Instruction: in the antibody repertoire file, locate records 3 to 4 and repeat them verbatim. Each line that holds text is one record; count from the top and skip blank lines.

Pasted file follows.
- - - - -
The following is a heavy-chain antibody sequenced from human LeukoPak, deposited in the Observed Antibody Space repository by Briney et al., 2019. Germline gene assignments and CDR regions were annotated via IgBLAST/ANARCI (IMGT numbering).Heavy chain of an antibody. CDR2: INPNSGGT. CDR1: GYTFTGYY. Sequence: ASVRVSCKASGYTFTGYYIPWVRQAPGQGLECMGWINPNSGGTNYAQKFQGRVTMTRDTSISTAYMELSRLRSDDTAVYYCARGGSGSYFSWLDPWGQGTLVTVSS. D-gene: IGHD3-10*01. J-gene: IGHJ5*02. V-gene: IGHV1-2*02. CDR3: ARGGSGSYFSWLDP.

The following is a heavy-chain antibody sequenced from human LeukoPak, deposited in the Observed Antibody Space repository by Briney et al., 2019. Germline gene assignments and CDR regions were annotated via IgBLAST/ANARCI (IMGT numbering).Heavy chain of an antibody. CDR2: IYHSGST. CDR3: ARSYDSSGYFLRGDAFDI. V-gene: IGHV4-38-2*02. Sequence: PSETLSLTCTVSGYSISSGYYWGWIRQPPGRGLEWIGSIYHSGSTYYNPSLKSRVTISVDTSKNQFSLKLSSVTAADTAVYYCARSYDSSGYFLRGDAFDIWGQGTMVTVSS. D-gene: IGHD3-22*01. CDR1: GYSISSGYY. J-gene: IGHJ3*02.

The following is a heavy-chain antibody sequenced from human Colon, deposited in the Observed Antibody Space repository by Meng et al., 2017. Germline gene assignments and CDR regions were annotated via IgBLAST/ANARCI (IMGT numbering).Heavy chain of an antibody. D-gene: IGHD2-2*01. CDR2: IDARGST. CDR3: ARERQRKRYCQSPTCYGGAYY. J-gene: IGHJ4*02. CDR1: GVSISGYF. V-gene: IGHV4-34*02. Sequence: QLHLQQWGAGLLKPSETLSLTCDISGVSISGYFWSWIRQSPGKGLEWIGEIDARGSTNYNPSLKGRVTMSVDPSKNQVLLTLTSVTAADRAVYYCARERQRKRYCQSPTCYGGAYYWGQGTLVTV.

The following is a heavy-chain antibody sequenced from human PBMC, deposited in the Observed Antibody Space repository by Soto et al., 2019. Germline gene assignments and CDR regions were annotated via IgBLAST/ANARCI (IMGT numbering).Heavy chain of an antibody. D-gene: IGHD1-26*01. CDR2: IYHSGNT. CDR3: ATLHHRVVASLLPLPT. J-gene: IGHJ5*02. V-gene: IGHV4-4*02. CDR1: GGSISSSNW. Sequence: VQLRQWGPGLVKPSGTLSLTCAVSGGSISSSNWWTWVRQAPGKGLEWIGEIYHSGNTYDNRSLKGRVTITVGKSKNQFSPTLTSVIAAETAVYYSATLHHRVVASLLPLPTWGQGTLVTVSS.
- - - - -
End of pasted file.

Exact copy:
The following is a heavy-chain antibody sequenced from human Colon, deposited in the Observed Antibody Space repository by Meng et al., 2017. Germline gene assignments and CDR regions were annotated via IgBLAST/ANARCI (IMGT numbering).Heavy chain of an antibody. D-gene: IGHD2-2*01. CDR2: IDARGST. CDR3: ARERQRKRYCQSPTCYGGAYY. J-gene: IGHJ4*02. CDR1: GVSISGYF. V-gene: IGHV4-34*02. Sequence: QLHLQQWGAGLLKPSETLSLTCDISGVSISGYFWSWIRQSPGKGLEWIGEIDARGSTNYNPSLKGRVTMSVDPSKNQVLLTLTSVTAADRAVYYCARERQRKRYCQSPTCYGGAYYWGQGTLVTV.

The following is a heavy-chain antibody sequenced from human PBMC, deposited in the Observed Antibody Space repository by Soto et al., 2019. Germline gene assignments and CDR regions were annotated via IgBLAST/ANARCI (IMGT numbering).Heavy chain of an antibody. D-gene: IGHD1-26*01. CDR2: IYHSGNT. CDR3: ATLHHRVVASLLPLPT. J-gene: IGHJ5*02. V-gene: IGHV4-4*02. CDR1: GGSISSSNW. Sequence: VQLRQWGPGLVKPSGTLSLTCAVSGGSISSSNWWTWVRQAPGKGLEWIGEIYHSGNTYDNRSLKGRVTITVGKSKNQFSPTLTSVIAAETAVYYSATLHHRVVASLLPLPTWGQGTLVTVSS.